Wellcome Principal Research Fellow Dorothy Bishop writes in an LSE blog that length limits on papers are hurting the scientific discourse. The gist of the argument is (1) that most papers need more space to get through critical ideas and (2) since most journals are now published mostly online, the technical limitations of printing presses are irrelevant.
The problem is the overwhelming majority of papers are beastly reads. And, I recognize the contradiction coming up, but most papers are too long, too dense, and not informative enough. I firmly believe any academic paper, in any discipline, should be readable and understandable by anyone with a college degree. It’s an interdisciplinary world, that isn’t divided neatly into history, economics, biology, and physics. Instead, real problems and real questions require information across all of these disciplines, and many others. I don’t expect researchers and professors to know the full depth of every field. I do expect them to know what they need to do know to solve the problems before them. And that, more often than not, requires reaching across disciplinary lines.
Most papers are published not to convey the idea contained therein, but to instead line someone’s CV. And, when tenure committees come around, page count matters, and that screws up motivations. When prospective authors see a page limit on a journal submission guidelines, it is easy to get it backwards and think that is a page target, like they are in an undergraduate composition class again. And, really, look at these critical papers in multiple fields:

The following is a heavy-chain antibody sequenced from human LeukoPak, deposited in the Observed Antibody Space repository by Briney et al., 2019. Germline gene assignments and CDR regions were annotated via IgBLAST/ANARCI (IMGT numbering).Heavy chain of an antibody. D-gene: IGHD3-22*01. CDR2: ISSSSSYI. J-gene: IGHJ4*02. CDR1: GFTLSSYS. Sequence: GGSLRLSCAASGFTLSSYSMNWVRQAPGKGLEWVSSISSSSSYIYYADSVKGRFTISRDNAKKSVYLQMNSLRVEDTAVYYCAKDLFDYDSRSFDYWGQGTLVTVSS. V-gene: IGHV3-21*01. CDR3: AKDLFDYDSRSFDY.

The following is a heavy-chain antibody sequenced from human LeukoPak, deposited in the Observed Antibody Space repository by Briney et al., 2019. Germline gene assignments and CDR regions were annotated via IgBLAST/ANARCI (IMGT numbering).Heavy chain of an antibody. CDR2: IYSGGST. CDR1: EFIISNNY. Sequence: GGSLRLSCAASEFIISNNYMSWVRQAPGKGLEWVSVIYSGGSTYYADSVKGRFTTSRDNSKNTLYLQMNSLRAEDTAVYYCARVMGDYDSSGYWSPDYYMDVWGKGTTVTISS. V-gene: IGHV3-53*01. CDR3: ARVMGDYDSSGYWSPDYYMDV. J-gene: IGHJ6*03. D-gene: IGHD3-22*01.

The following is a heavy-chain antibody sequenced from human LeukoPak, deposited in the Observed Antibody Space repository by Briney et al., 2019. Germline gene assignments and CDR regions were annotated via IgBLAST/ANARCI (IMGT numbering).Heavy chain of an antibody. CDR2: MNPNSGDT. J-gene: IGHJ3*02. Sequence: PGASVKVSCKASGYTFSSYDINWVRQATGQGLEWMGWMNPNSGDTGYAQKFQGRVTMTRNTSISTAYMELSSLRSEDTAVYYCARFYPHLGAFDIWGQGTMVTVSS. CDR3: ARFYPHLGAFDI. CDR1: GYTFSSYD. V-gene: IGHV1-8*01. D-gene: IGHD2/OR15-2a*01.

- Lindblom’s paper on muddling through was 10 pages
- Einstein’s original paper on Brownian motion was 12 pages
- Tobin’s paper on censored regression techniques was 12 pages
- Watson and Crick’s paper on the structure of DNA was 2 pages, and only just
- Coase’s nature of the firm racked up 20 pages
Of the five most cited articles, all of which are on biochemistry, the mean paper length is under 7 pages with a maximum of 11.
For comparison, the most recent issues of the following journals have these mean article lengths:
- Annals of Mathematics: 44
- Public Budgeting & Finance: 25
- Journal of American Studies: 19
But not all is lost:
- Journal of Physical Chemistry A: 12
Now, there’s some cherry picking here. Mostly, I wanted journals that would give me citation information (and therefore page counts), in the table of contents. But the point’s pretty valid either way. Article length is going up, and there’s really no good reason for it.
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